Published: 13th June 2017
Karadi Path teaching method helps children learn languages without the need of textbooks
C P Vishwanath, founder, Karadi Path opens up about people's obsession with English and how they hope to teach kids organically
In order to facilitate organic learning of languages among students, C P Viswanath, co-founder of Karadi Tales laid the foundation of Karadi Path Education Company. Karadi Path is a formal language learning process that delivers language proficiency without formally teaching vocabulary or grammar. "Karadi Tales has been creating beautiful culturally-strong content for kids that has its own charm. The product is in the form of audiobooks, where a child listens to the story and reads along with a book," explains Viswanath. The idea behind this method is that one experiences the art of storytelling. Several teachers have been using Karadi Tales as an English learning tool in their classrooms, he notes. "We recently heard from a Mumbai NGO that they have been using Karadi Tales to teach English to slum kids. Surely it is an exaggeration to say that they were learning English through it, but they were enjoying the pictures and the narrative. You can almost form a theatre in your mind based on all the non-textual aspects of the storytelling,” he states.
Recognising that Indian children by the age of four or five are often able to speak three or four languages, Viswanath wanted to see if he could deconstruct the process and apply it to English education, keeping in mind that many of the teachers are hardly able to speak it themselves. "We realised that these kids spoke at least three languages and here we are trying to teach them English in a classroom. They didn't learn these languages inside a classroom - it does not necessarily provide a learning environment," notes Viswanath. This led to the reconstruction of the natural language-speaking process for the classroom with several basic principles.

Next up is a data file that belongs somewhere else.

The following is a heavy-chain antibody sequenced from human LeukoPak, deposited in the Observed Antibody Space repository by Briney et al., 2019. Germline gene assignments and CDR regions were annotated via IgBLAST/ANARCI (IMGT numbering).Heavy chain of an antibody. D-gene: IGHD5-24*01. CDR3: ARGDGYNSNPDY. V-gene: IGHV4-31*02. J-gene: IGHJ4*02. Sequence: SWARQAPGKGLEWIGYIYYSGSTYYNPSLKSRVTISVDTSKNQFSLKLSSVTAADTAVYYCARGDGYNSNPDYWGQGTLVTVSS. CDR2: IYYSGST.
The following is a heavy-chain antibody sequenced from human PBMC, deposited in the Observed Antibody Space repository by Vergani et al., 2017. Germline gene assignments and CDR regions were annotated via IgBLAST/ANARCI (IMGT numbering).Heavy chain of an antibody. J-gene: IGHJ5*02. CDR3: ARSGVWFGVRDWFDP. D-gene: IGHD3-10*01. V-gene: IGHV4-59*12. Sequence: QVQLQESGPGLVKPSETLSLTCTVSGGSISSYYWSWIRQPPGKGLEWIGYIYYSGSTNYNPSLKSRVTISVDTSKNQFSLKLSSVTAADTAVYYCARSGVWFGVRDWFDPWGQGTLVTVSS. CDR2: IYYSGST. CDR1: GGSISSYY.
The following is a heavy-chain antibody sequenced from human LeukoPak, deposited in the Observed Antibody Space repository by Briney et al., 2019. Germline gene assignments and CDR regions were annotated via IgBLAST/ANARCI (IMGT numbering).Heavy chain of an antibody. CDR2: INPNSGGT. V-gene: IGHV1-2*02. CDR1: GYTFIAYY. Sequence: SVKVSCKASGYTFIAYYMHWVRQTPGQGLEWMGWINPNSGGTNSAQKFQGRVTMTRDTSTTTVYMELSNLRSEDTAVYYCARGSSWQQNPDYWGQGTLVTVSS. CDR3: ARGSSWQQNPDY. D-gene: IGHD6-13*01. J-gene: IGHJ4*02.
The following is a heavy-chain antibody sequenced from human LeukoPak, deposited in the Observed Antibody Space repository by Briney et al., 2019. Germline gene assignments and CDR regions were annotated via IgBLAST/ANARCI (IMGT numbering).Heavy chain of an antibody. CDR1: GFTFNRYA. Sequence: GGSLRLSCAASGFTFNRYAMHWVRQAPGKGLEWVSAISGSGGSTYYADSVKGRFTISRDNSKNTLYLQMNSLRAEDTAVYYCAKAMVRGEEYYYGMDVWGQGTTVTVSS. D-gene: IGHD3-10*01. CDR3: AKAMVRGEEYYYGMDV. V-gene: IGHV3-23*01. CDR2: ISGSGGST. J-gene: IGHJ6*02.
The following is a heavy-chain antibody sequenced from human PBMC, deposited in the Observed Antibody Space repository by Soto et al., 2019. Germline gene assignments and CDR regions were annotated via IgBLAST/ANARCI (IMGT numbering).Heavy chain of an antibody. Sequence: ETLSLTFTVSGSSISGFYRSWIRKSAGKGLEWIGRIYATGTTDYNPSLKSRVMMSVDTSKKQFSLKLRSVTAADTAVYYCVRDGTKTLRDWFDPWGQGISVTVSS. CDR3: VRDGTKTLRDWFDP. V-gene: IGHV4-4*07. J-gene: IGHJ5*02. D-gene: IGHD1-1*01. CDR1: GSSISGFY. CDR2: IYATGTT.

Speak easy: Students taking lessons from Karadi Path
But what is India's obsession with the English language? "We have a unique situation in India. The biggest discrimination a person faces is English discrimination. Here, one's smartness is measured based on their English proficiency. We have created a society where higher education is largely in English. A student who has studied in a non-English medium school will struggle to adjust elsewhere because they simply can't pick up the language. But in an English-medium school, if the understanding of the language is inadequate, it affects the understanding of every subject. So Karadi tries to overcome this problem by enhancing linguistic skills at a very young age," explains Viswanath, adding, "It seems like more than any other language, English is the common language in India. And in this process, we are taxing kids, because they are learning Math in English, Science in English, Geography in English without even knowing English. Government schools have no enrollment because people are going to put their children in those English medium schools as they want 'the best for their child'. Hence students are taught English not from a literary point of view, but simply to equalise opportunity in the long run."
Karadi Path is not only being acknowledged in India but internationally too, people have begun to take notice. "It is the only method currently existing where kids learn without being taught vocabulary or grammar. So whether I come from an elite background or not, it doesn't make any difference to the amount of information gathered," he informs. And in the name of growth, Karadi Tales will soon be bringing out material in Hindi, as most government schools in Central and North Indian states teach in Hindi.